Talking about the advantages of this style of employment, Jon, quoted earlier, had this to say: "For some the change in environment will be a big advantage, for others it could represent an invigorating change in lifestyle. There's always one advantage in that it cuts out any time that would otherwise be spent commuting - time which could be spent on something more worthwhile." Certainly, the ambience of working from home is quite distant from that of the office. You have to be prepared for a change - is your home suitable for working, or are you going to be constantly distracted by D.I.Y. projects, or family matters? Andrew was also keen on the 'no commute' aspect. "Well, first you eliminate the stress and wasted time of the daily commute, which is lovely. You also get to structure your own working day - if you're really busy you can take as much time as you need to complete a task." Being largely in control of your own schedule allows you the freedom and flexibility to work at a productive pace. Andrew continues, "I've found I can be a lot more productive working from home, especially without the distractions of other people around. And of course I can work with my music on, which helps me to concentrate!"

Conversely, working from home can require a lot more from you as an employee. "It can be hard to get yourself motivated sometimes. Your attentions can tend to wander, and an hour long task can stretch out to several hours", says Andrew. Discipline, then, is vital if you are going to make this work. Jon was in agreement. "Self discipline can be difficult and being usefully productive can be quite a challenge. It is quite isolated without the diversion of social contact with colleagues, especially for those that enjoy working in a team."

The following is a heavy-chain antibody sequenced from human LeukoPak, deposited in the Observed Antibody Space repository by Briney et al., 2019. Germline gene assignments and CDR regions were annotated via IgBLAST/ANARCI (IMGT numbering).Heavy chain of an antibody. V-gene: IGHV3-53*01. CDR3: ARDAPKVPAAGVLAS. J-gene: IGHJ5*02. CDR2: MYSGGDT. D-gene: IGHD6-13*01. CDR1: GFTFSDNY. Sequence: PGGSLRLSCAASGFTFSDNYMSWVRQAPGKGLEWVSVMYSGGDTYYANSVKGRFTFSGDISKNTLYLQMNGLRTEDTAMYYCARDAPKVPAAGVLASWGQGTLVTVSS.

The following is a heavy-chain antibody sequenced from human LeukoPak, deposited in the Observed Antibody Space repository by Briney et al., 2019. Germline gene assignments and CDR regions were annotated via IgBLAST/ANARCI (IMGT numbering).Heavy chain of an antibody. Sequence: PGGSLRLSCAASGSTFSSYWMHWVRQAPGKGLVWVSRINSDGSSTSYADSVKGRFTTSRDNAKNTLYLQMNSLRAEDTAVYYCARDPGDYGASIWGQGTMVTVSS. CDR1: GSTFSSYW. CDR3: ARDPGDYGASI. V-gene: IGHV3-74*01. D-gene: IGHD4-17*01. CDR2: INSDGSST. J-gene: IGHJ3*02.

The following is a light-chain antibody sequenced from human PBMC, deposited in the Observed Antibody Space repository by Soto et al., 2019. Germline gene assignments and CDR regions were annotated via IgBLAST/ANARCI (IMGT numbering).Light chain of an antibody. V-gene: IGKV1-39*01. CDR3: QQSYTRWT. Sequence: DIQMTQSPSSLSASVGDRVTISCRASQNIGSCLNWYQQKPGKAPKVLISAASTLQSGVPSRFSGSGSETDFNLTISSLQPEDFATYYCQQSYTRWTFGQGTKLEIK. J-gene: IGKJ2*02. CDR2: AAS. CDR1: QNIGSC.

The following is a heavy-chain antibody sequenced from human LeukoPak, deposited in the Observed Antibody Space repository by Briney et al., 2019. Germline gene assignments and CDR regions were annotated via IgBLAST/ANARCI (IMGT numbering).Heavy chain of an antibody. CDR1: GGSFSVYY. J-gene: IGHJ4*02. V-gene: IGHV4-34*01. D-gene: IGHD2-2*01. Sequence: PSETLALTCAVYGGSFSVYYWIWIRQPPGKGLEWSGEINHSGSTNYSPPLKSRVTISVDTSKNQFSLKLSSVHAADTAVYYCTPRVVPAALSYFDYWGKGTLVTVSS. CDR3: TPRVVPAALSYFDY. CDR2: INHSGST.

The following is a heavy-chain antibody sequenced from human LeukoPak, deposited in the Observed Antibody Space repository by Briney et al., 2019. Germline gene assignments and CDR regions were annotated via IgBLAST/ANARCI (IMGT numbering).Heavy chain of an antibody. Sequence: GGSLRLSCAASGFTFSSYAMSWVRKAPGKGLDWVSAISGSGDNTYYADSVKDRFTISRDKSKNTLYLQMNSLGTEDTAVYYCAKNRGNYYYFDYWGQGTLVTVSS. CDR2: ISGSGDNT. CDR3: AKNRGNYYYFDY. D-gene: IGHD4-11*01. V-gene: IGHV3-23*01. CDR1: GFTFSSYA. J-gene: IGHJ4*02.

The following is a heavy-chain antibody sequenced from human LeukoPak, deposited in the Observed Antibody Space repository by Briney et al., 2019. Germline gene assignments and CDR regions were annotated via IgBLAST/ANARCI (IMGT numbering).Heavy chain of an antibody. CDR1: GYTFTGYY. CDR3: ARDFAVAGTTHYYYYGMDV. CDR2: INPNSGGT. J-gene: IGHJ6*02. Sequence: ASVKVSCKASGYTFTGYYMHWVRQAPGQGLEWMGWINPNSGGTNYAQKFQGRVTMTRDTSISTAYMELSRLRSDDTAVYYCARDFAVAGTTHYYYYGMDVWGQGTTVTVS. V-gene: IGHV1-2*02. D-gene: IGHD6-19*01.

Keep in touch

Of course, contact with the office is still maintained at all times. But without that face-to-face interaction, the job can become quite different. Andrew found this to be the case. "You can tend to lose your objectivity without someone there to bounce your ideas off, so I keep in touch with the office via Skype and e-mail." Jon, who worked in a large team all working remotely, found communication via the web to be both challenging and productive. "The team used a web-forum, Messenger and Skype to keep in contact. It worked well, but needed a great deal of discipline from everyone involved." It's important not to distance yourself from your colleagues when working remotely. Regular contact with the office - by email, an Internet messaging service, or face-to-face meetings - will keep you in the loop and maintain your sense of team spirit.

Some employers are beginning to see the benefits of remote workers, and are moving all of their operations to this method. It presents several advantages, not least that recruitment is no longer limited by location - the right person for the job can be hired wherever they live. It requires several things, including the technology to do it (such as a fast Internet connection, a multi-function phone, and preferably an office intranet to keep everyone up to date) and discipline from both sides, but the positive aspects are immediately rewarding.

If you are considering either taking a new job that involves working remotely, or asking your employer about working from home instead of from the office, you should research the matter thoroughly and be ready for a significant - and hopefully beneficial - change in lifestyle.